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        Diabetes

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          A relativistic jetted outburst from a massive black hole fed by a tidally disrupted star

          While gas accretion onto some massive black holes (MBHs) at the centers of galaxies actively powers luminous emission, the vast majority of MBHs are considered dormant. Occasionally, a star passing too near a MBH is torn apart by gravitational forces, leading to a bright panchromatic tidal disruption flare (TDF). While the high-energy transient Swift J164449.3+573451 ("Sw 1644+57") initially displayed none of the theoretically anticipated (nor previously observed) TDF characteristics, we show that the observations (Levan et al. 2011) suggest a sudden accretion event onto a central MBH of mass ~10^6-10^7 solar masses. We find evidence for a mildly relativistic outflow, jet collimation, and a spectrum characterized by synchrotron and inverse Compton processes; this leads to a natural analogy of Sw 1644+57 with a smaller-scale blazar. The phenomenologically novel Sw 1644+57 thus connects the study of TDFs and active galaxies, opening a new vista on disk-jet interactions in BHs and magnetic field generation and transport in accretion systems.
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            Author and article information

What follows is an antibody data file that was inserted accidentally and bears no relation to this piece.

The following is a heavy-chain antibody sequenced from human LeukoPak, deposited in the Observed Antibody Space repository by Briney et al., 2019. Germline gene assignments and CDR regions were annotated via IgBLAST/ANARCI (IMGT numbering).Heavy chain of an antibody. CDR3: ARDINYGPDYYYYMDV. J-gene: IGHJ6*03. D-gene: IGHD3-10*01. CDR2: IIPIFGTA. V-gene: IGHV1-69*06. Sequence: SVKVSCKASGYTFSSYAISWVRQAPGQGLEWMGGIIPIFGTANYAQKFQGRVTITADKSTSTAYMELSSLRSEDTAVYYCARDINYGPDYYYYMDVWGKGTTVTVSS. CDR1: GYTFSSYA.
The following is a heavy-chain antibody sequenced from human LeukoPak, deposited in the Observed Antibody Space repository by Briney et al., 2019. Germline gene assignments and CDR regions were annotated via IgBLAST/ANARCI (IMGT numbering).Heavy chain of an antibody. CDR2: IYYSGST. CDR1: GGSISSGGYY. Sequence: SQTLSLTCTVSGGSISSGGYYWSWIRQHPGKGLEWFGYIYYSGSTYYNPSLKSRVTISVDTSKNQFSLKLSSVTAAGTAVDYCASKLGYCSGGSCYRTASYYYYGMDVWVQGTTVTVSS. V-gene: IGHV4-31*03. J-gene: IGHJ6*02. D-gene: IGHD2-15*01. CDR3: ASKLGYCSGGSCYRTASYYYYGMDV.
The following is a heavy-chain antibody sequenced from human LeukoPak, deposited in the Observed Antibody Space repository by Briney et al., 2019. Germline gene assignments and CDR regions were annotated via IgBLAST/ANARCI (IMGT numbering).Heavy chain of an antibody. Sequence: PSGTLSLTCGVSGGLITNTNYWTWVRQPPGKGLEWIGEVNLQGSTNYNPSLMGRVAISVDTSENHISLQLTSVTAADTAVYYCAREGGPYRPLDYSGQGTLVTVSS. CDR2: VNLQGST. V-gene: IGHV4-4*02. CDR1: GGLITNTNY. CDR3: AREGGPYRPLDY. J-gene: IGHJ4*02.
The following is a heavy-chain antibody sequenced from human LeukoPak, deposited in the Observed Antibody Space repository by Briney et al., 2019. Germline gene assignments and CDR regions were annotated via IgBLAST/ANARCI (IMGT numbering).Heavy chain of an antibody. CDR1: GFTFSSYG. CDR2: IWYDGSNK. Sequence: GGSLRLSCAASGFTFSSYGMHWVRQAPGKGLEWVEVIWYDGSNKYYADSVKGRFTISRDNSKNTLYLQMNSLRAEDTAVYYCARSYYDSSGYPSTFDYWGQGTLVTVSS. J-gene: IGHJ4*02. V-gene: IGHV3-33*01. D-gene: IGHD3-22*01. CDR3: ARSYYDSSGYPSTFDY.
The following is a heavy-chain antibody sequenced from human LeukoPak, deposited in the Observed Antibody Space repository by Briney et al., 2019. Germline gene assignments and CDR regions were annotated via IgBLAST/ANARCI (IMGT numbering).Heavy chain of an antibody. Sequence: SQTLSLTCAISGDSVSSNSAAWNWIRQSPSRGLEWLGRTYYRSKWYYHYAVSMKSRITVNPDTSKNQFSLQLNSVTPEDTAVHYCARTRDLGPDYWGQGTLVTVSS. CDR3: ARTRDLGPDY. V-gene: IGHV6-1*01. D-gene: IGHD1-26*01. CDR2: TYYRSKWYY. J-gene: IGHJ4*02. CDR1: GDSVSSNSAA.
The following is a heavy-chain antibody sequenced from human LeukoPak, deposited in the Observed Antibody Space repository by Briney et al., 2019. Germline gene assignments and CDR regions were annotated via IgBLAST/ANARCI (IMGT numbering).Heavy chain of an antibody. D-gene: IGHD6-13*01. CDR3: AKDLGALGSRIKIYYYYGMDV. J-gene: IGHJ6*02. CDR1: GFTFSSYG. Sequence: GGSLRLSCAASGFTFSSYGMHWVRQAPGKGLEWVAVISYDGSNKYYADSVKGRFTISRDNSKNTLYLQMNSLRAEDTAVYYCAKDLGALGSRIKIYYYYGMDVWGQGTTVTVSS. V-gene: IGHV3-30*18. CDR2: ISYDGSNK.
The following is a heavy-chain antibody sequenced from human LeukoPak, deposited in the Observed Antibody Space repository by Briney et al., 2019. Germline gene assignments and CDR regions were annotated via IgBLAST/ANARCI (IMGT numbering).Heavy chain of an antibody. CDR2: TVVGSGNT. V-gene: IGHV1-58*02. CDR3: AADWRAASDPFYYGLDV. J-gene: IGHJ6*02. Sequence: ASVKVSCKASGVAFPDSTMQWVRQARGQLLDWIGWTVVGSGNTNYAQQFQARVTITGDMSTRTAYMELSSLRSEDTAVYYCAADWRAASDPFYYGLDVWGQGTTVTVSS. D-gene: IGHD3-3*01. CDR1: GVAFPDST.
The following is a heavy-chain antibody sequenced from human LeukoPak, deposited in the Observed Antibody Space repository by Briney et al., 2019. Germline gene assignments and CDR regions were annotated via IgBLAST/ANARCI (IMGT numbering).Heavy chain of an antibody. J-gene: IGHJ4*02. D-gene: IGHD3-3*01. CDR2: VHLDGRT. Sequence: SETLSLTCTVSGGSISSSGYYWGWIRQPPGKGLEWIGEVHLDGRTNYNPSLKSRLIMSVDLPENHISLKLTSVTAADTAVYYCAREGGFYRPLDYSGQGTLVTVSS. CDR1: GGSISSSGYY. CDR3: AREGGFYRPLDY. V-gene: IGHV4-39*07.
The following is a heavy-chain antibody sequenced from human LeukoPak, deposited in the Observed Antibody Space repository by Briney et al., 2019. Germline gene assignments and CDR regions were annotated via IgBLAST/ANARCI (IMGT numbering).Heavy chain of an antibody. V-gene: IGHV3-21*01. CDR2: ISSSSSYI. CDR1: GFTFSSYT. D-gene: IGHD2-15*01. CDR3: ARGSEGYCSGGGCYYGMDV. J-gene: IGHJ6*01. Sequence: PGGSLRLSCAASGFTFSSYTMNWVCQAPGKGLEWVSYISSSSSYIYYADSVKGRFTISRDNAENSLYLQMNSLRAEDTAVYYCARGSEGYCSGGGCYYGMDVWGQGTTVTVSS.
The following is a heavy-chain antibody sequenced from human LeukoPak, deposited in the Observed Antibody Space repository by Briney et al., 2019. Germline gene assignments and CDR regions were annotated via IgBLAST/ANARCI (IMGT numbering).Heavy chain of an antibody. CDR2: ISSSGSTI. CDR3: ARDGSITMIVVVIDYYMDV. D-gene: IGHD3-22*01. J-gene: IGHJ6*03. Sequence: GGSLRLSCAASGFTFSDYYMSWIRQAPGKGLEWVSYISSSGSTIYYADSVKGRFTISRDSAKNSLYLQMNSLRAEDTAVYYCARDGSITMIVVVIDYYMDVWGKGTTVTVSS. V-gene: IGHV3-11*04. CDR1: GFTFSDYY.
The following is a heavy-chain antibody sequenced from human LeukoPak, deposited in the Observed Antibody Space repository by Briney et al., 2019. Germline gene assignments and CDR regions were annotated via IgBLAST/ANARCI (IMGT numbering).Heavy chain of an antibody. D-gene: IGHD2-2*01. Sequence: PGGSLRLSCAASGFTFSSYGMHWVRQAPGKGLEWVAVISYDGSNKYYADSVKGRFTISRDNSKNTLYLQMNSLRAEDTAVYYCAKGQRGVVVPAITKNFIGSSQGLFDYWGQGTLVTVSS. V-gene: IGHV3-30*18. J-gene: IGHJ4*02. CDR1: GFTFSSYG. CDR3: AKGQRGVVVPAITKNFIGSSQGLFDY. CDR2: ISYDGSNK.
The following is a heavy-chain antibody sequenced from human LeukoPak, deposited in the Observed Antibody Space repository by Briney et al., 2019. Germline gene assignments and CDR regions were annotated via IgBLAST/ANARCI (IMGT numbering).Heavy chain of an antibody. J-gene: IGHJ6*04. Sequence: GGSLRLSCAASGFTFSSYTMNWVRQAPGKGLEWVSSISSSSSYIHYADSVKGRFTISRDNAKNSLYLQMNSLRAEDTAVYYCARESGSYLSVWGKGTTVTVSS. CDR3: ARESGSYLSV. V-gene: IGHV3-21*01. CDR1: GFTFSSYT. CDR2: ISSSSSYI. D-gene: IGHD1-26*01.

Affiliations
            [1 ]Department of Endocrinology and Diabetes, Nagoya University Graduate School of Medicine, Nagoya, Japan
            [2 ]Department of Internal Medicine, School of Dentistry, Aichi Gakuin University, Nagoya, Japan
            [3 ]Department of Metabolic Medicine, Nagoya University School of Medicine, Nagoya, Japan
            Author notes

            Corresponding author: Jiro Nakamura, jiro@ 123456med.nagoya-u.ac.jp

            Journal
            Diabetes
            diabetes
            Diabetes
            American Diabetes Association
            0012-1797
            1939-327X
            November 2008
            : 57
            : 11
            : 3099-3107
            2570407
            57113099
            10.2337/db08-0031
            18728233
            Copyright © 2008, American Diabetes Association

            Readers may use this article as long as the work is properly cited, the use is educational and not for profit, and the work is not altered. See http://creativecommons.org/licenses/by-nc-nd/3.0/ for details.

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            Complications

            Endocrinology & Diabetes